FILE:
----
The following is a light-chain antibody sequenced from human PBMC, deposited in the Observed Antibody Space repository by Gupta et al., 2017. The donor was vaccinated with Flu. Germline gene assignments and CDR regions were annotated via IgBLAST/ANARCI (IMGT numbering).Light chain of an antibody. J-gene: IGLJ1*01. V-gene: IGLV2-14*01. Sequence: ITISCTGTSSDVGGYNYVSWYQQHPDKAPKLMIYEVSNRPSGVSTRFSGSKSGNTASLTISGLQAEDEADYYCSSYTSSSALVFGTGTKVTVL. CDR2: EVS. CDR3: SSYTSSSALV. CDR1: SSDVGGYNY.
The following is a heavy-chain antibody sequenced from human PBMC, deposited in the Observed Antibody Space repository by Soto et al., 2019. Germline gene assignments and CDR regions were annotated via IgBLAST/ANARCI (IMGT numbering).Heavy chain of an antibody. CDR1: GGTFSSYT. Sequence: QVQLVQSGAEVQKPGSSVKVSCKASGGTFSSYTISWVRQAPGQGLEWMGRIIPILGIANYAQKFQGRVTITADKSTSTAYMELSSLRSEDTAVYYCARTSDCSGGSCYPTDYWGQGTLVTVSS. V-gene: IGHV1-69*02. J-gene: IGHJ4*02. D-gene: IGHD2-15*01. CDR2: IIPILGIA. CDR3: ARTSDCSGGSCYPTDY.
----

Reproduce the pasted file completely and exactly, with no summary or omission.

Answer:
The following is a light-chain antibody sequenced from human PBMC, deposited in the Observed Antibody Space repository by Gupta et al., 2017. The donor was vaccinated with Flu. Germline gene assignments and CDR regions were annotated via IgBLAST/ANARCI (IMGT numbering).Light chain of an antibody. J-gene: IGLJ1*01. V-gene: IGLV2-14*01. Sequence: ITISCTGTSSDVGGYNYVSWYQQHPDKAPKLMIYEVSNRPSGVSTRFSGSKSGNTASLTISGLQAEDEADYYCSSYTSSSALVFGTGTKVTVL. CDR2: EVS. CDR3: SSYTSSSALV. CDR1: SSDVGGYNY.
The following is a heavy-chain antibody sequenced from human PBMC, deposited in the Observed Antibody Space repository by Soto et al., 2019. Germline gene assignments and CDR regions were annotated via IgBLAST/ANARCI (IMGT numbering).Heavy chain of an antibody. CDR1: GGTFSSYT. Sequence: QVQLVQSGAEVQKPGSSVKVSCKASGGTFSSYTISWVRQAPGQGLEWMGRIIPILGIANYAQKFQGRVTITADKSTSTAYMELSSLRSEDTAVYYCARTSDCSGGSCYPTDYWGQGTLVTVSS. V-gene: IGHV1-69*02. J-gene: IGHJ4*02. D-gene: IGHD2-15*01. CDR2: IIPILGIA. CDR3: ARTSDCSGGSCYPTDY.